I still do.
Fried items like stuffed brinjal, red chillies and bitter gourd were bathed in oil; a scary sight but somehow … the older generations love their fried food this way. Or so I understood from a post I referred to.
Arriving at 2pm+, most of their items have run out. Even the Hakka Char Yoke (braised pork in a dark soy sauce-based gravy) was not available. Hence we opted for a whatever they had, and a serving of wild boar curry.
Very few places serve good wild boar curries though; and if you’re wondering what’s the fuss with Chinese curries, they’re different. Unlike Malay or Indian style of curries redolent with herbs and basking in more gravy than ingredients (usually), Chinese style of curries tend to be lighter in the fiery department, as well as the exclusion of various spices. Cooked in a wok (more often than not) rather than in an earthen clay pot boiling for hours until the curry thickened, the curry tends to be slightly oily and dry.
Crispy Foo Pei, deep fried beancurd sheets with very minimal fillings of fish+pork paste in between.
At Wah Kiow, you don’t get generic, whitened and mass-manufactured fish paste with an impossibly bouncy texture. Yet, you get a greyish shade of a savoury mix comprising of fish paste made from ‘tenggiri’ (mackerel), minced pork, and a very light nuance of salted fish. Supposedly. I did not taste salted fish in Wah Kiow’s YTF, thus I could be wrong.
Try the special stuffed dried oyster or shiitake mushroom ones; instead of the more common Yong Tau Foo.
Was initially vying to try the REAL Hakka Yong Tau Foo (Tau Foo = beancurd), but they ran out of those too. Unlike the usual over-processed version of the same, Hakka YTF should have only minced pork meat with salted fish stuffed into a block of beancurd, then deep-fried to a crisp-at-the-side finish. Very tasty if you have tried this before, and I have from one of those random stall in Ipoh; and this one in Gunung Rapat which was not as authentic but certainly one of the best.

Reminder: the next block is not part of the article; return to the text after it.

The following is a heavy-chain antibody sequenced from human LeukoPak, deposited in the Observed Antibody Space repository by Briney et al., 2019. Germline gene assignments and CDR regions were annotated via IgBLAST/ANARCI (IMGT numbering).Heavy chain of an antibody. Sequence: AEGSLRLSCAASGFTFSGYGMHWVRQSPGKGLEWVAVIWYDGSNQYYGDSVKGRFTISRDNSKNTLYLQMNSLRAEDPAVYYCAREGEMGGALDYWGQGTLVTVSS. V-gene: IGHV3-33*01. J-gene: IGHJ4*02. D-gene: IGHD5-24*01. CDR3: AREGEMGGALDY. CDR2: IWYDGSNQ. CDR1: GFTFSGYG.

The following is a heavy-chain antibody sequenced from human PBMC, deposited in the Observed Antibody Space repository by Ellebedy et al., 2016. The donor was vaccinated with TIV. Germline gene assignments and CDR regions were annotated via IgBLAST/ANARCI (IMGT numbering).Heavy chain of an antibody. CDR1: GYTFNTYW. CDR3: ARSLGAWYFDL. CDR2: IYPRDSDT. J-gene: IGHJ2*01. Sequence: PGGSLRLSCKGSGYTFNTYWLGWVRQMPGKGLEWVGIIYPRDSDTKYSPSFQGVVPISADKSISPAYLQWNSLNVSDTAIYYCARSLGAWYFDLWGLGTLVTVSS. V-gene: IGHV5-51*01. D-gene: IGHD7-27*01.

Wild Boar Curry – Goes well with the white rice, though overwhelming if you’re going for more flavoursome side dishes like Hakka braised pork or vinegared pork trotters.
The deep fried stuff were terribly greasy. I would probably avoid those in my next visit. But the stuffed delights boiled/blanched in soup were good; accentuating the natural flavours of the fish paste. Especially the ones with stuffed mushroom/dried oyster.
This visit alone might not be exemplary enough to justify this for the best YTF in Kuala Lumpur crown. But as far as authentic Hakka YTF is concerned, Wah Kiow has to be commended on their reputation and adamant stand on NOT pushing towards the same, idyllic yet culturally-agonizing route taken by most competitors.
Makes you wonder how long more can they stand operating under those heat-magnet of zinc roofs?
Wah Kiow Hakka Yong Tou Foo (non-Halal)
Off Jalan Peel
Kuala Lumpur, Malaysia.
Tel No: +603 – 9283 7576
Business Hours : 10 am to 3 pm.
GPS – N03 07.616?, E 101 43.572?